Your body is made up of 214 major nerves. Each is an electric pathway that keeps your body feeling and moving. If one of the nerves dies, or is torn apart, it can mean paralysis.
"It was my last jump,” explains Brian Levitt a damaged nerve patient. “I felt my leg plant and I heard a crack."
In that moment, Brian Levitt thought his budding sports career was over. No more track, no more football.
"I was expecting to play in college," says Levitt.
On his last jump, in the last track meet of the season, Brian tore his ACL, his LCL, and damaged a main nerve in his leg. He couldn't lift his foot or even walk.
"When he injured his knee he completely lost function of that nerve," explains Justin Brown, MD Neurosurgeon, UC San Diego Health System.
UC San Diego Neurosurgeon, Justin Brown, believed Brian's nerve was dead. He was about to replace it with a healthy nerve from Brian’s foot.
It's a ground-breaking technique that's helping the paralyzed and stroke patients regain the use of their limbs, but when the doctor got into surgery he discovered Brian’s nerve was not dead.
"His nerve was entrapped in scar tissue and was completely compressed," describes Dr. Brown.
Millimeter by millimeter, Doctor Brown performed a delicate surgery and freed the nerve from the scar tissue.
Six months later Brian is walking tall as a college freshman.
"Just to know where I've made it to now,” says Levitt. “I mean it's truly a blessing."
Right now Brian is playing intramural basketball and football. He has no plans of playing for his university.
The Doctor tells us the nerve surgery he performed on Brian and the one that's helping people with nerve paralysis must be performed within a year of the injury, or the nerve cannot be saved.
TOPIC: BRIAN'S BREAKTHROUGH: REPAIRING PARALYZED NERVES
REPORT: MB # 3552
BACKGROUND: Paralysis is the loss of muscle function in part of your body. It can be complete or partial, meaning it can affect one side or both sides of the body. It happens when something goes wrong with the way messages pass between the brain and muscles. Paraplegia is paralysis on the lower half of the body and quadriplegia occurs on the upper part of the body. Most paralysis is a result of a spinal cord injury or a stroke. (Source: nlm.nih.gov)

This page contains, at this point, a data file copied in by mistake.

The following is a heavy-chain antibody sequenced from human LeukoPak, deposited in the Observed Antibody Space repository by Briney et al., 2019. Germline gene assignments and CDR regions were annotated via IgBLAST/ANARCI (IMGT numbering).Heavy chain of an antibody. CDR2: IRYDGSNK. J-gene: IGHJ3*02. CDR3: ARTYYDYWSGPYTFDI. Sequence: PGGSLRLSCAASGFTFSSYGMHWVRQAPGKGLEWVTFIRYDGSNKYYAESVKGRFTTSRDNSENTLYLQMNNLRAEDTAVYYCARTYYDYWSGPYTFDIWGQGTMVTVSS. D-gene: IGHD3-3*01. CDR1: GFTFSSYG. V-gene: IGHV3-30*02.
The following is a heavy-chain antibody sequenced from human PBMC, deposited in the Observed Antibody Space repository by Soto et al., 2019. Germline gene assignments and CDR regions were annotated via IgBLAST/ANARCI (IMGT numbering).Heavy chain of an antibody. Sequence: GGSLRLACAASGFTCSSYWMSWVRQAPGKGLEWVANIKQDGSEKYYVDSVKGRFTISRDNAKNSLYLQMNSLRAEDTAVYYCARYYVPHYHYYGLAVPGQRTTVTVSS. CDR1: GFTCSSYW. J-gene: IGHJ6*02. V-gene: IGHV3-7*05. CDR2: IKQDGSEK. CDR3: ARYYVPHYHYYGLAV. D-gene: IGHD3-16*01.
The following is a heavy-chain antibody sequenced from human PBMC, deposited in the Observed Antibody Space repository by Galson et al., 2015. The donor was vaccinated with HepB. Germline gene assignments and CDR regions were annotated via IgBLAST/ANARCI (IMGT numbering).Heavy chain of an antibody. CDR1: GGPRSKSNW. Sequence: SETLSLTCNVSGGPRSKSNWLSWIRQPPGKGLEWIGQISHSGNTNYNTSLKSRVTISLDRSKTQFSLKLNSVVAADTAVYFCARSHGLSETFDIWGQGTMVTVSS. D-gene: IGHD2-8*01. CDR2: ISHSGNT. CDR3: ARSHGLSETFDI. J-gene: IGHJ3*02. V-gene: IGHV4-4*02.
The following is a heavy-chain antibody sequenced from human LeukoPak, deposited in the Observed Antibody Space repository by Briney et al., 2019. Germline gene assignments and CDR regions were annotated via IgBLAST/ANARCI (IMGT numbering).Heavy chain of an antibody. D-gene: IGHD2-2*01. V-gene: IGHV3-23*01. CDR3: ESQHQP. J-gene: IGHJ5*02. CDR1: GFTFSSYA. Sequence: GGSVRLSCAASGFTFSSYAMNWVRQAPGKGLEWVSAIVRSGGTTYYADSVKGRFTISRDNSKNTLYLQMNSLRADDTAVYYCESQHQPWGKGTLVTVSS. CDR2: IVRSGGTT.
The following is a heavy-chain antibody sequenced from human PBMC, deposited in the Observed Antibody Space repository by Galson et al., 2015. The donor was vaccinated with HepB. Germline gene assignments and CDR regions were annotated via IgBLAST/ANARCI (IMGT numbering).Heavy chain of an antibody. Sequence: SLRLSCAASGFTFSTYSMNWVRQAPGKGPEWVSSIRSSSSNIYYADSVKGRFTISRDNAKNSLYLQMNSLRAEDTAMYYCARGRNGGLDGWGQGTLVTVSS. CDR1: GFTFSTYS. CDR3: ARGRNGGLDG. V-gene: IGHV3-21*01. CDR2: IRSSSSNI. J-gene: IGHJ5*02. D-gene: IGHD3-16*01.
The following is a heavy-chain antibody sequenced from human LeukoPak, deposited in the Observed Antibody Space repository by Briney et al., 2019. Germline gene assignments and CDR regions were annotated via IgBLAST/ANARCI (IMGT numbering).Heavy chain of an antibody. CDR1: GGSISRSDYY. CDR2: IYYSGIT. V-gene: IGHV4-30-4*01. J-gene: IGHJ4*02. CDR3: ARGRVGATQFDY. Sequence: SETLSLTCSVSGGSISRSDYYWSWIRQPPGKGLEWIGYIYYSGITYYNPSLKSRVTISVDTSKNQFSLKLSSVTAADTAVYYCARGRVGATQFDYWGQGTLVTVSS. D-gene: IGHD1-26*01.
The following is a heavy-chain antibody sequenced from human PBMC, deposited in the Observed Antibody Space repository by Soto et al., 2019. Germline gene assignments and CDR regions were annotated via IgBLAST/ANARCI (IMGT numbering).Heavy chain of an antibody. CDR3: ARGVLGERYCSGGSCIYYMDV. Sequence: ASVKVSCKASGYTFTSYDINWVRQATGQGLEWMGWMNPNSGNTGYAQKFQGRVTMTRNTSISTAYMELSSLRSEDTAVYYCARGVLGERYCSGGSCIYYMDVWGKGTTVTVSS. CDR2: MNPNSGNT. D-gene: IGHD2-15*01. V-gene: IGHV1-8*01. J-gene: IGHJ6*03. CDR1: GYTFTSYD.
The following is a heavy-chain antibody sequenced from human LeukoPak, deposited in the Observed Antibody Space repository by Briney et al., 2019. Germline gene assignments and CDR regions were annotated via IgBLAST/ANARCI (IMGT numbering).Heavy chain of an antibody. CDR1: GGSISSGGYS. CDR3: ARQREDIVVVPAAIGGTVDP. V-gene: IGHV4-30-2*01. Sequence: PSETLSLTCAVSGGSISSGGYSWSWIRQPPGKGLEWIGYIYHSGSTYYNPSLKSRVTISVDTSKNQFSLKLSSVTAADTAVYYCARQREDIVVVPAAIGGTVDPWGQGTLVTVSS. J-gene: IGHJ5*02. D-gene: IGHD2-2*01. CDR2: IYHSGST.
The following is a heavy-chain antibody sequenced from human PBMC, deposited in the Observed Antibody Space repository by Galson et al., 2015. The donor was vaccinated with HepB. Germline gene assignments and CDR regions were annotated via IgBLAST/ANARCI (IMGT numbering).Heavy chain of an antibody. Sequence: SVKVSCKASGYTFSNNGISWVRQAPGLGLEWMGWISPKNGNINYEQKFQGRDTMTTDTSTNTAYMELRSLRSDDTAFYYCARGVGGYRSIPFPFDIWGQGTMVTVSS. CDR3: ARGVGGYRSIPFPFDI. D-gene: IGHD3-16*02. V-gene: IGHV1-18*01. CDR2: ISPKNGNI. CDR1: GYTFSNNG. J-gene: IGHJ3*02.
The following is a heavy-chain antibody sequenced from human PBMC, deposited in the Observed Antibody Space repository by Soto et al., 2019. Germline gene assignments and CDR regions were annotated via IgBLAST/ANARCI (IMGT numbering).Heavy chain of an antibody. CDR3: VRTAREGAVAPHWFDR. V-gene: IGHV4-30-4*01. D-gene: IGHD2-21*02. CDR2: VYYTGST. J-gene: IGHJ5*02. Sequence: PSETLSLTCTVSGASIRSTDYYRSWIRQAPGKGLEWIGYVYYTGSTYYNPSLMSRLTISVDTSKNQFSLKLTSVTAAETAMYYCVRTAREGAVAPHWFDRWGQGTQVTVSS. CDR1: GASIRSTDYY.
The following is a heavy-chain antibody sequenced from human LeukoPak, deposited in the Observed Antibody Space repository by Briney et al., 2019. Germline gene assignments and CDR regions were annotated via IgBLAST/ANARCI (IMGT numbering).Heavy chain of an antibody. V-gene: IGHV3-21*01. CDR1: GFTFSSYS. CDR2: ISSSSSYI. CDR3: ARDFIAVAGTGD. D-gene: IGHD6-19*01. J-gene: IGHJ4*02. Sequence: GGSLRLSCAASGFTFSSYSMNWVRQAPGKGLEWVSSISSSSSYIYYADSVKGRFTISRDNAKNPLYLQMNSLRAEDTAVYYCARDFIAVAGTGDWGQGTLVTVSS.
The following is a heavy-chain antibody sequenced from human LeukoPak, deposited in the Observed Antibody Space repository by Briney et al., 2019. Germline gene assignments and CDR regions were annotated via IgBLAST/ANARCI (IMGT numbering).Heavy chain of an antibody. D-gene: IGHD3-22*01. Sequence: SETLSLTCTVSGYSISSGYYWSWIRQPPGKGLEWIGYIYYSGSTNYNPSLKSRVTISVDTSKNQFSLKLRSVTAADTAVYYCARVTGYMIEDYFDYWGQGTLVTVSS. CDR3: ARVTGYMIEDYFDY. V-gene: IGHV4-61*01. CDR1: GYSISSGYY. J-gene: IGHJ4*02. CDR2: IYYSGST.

RISK FACTORS: While most paralysis is caused by injuries or strokes, other causes are prevalent. They include: nerve diseases (amyotrophic lateral sclerosis), autoimmune diseases (Guillain-Barre syndrome), and Bell's palsy (affects muscles in the face). Polio used to cause paralysis as well, but it is no longer present in the U.S. Most paralysis is caused by nervous system damage for one reason or the other, but other forms like sleep paralysis is also there. Sleep paralysis consists of a period of inability to perform voluntary movements when falling asleep or waking up. (Source: standford.edu)
TREATMENT: There is no cure for permanent paralysis. Treatment is meant to help a person adapt to life with paralysis. Also, treatment aims at addressing health problems. Treatment options include mobility aids (electric or manual wheelchairs). As an alternate to wheelchairs, orthoses is available. Orthoses are braces made of plastic or metal to help improve function of a limb. Neuroprosthesis is a newer type of orthosis. It is based on a technique called functional electrical stimulation. It uses electrodes to deliver currents to muscles that can stimulate the muscles. (Source: www.nhs.uk)
NEW TECHNOLOGY: For those who have nerve damage that results in paralysis in a specific region of the body, surgery is available. After nerve injury it will try to repair itself by growing regenerating nerve units. These units will then try to grow down the nerve to restore nerves to muscles. If the connection is made, then recovery will start. If there is no evidence of recovery in three to six months, then surgery is recommended. There are several types: nerve repair, nerve graft, nerve transfer, or neurolysis. Nerve transfer is a ground breaking surgery that is helping the paralyzed and stroke patients regain the use of limbs. (Source: surgerydept.wustl.edu) Nerve transfer uses functioning nerves that are close to the target muscle and the nerves are then transferred to the injured nerve. Before surgery is performed, doctors will take an x-ray. The x-ray will show the affected area. Sometimes the nerve may seem dead, but actually is not. Scar tissue can form around the nerve and the nerve can become impacted making it seem like the nerve is dead. Another ground breaking surgery that is relatively unknown can be performed to cut the scar tissue away little by little to free the nerve.
FOR MORE INFORMATION, PLEASE CONTACT:
Justin Brown, MD
UC San Diego Health System